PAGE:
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Established in 1958 / 20+ different markets / 8 nationalities working in Polproduct

Prickly Pear

Origin(s)Estonia, Latvia, Lithuania, Romania, Russia, Ukraine, Various
VarietyVarious
CultivationCultivated, Wild
Possible certificationHalal, Kosher, Organic
Organic avilabilityYes
IQF AvailabilityUncalibrated class 1
IQF Packaging10kg carton, 20kg bag, 4x2,5kg carton, 5x1 kg carton
Puree availabilityAseptic, Frozen
Packaging aseptic10kg Bag-in-Box, 200kg Drum, 20kg Bag-in-Box, 2x5 kg Bag-in-Box
Packaging frozen10kg Plastic pail, 180kg Drum, 18kg Wax carton
Sieve size for puree0,3 mm - 0,8 mm, 1,0 mm - 5,0 mm
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General description

Prickly pear

Opuntia, commonly called prickly pear, is a genus of flowering plants in the cactus family Cactaceae. Prickly pears are also known as tuna (fruit), sabra, nopal (paddle, plural nopales) from the Nahuatl word nōpalli for the pads, or nostle, from the Nahuatl word nōchtli for the fruit; or paddle cactus. The genus is named for the Ancient Greek city of Opus, where, according to Theophrastus, an edible plant grew and could be propagated by rooting its leaves. The most common culinary species is the Indian fig opuntia (O. ficus-indica).

The fruit of prickly pears, commonly called cactus fruit, cactus fig, Indian fig, nopales[15] or tuna in Spanish,[16] is edible, although it must be peeled carefully to remove the small spines on the outer skin before consumption. If the outer layer is not properly removed, glochids can be ingested, causing discomfort of the throat, lips, and tongue, as the small spines are easily lodged in the skin. Native Americans like the Tequesta would roll the fruit around in a suitable medium (e.g. grit) to “sand” off the glochids. Alternatively, rotating the fruit in the flame of a campfire or torch has been used to remove the glochids. Today, parthenocarpic (seedless) cultivars are also available.

In Mexico, prickly pears are often used to make appetizers, soups, salads, entrees, vegetable dishes, breads, desserts, beverages, candy, jelly, and drinks. The young stem segments, usually called pads or nopales, are also edible in most species of Opuntia. They are commonly used in Mexican cuisine in dishes such as huevos con nopales (eggs with nopal), or tacos de nopales. Nopales are also an important ingredient in New Mexican cuisine. In 2009 it was introduced as a cheaper alternative to corn for the production of tortillas and other corn products.[20]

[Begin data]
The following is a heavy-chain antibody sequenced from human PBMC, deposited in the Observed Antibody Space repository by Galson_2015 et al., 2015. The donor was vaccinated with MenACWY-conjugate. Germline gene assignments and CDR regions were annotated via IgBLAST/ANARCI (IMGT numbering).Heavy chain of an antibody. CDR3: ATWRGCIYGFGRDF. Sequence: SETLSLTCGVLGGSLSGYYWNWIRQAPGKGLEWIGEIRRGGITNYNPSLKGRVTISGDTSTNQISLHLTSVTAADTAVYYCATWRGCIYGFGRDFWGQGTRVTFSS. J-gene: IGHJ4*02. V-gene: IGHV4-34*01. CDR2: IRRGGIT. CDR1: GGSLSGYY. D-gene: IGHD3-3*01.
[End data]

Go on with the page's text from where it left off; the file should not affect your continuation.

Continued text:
Opuntia ficus-indica has been introduced to Europe, and flourishes in areas with a suitable climate, such as the south of France and southern Italy: In Sicily, they are referred to as fichi d’India (Italian literal translation of Indian fig) or ficurinia (Sicilian dialect literal translation of Indian fig). In Sardinia, they are called figumorisca – Moorish figs). They can be found also in the Struma River in Bulgaria, in southern Portugal and Madeira (where they are called tabaibo, figo tuno, or “Indian figs”), in Andalusia, Spain (where they are known as higos chumbos). In Greece, it grows in such places as the Peloponnese region, Ionian Islands, or Crete, and its figs are known as frangosyka (Frankish, i.e. Western European, figs) or pavlosyka (Paul’s figs), depending on the region. In Albania, they are called fiq deti translated as ‘sea figs’, and are present in the south-west shore. The figs are also grown in Cyprus, where they are known as papoutsósyka or babutsa (shoe figs).

The prickly pear also grows widely on the islands of Malta, where it is enjoyed by the Maltese as a typical summer fruit (known as bajtar tax-xewk, literally ‘spiny figs’), as well as being used to make the popular liqueur known as bajtra. The prickly pear is so commonly found in the Maltese islands, it is often used as a dividing wall between many of Malta’s characteristic terraced fields in place of the usual rubble walls.

The prickly pear was introduced to Eritrea during the period of Italian colonisation between 1890 and 1940. It is locally known there as beles and is abundant during the late summer and early autumn (late July through September). The beles from the holy monastery of Debre Bizen is said to be particularly sweet and juicy. In Libya, it is a popular summer fruit and called by the locals Hindi, which literally means Indian.

In Morocco, Tunisia, Libya, Saudi Arabia, Jordan, and other parts of the Middle East, prickly pears of the yellow and orange varieties are grown by the side of farms, beside railway tracks and other otherwise noncultivable land. It is sold in summer by street vendors, and is considered a refreshing fruit for that season.

Source: Wikipedia


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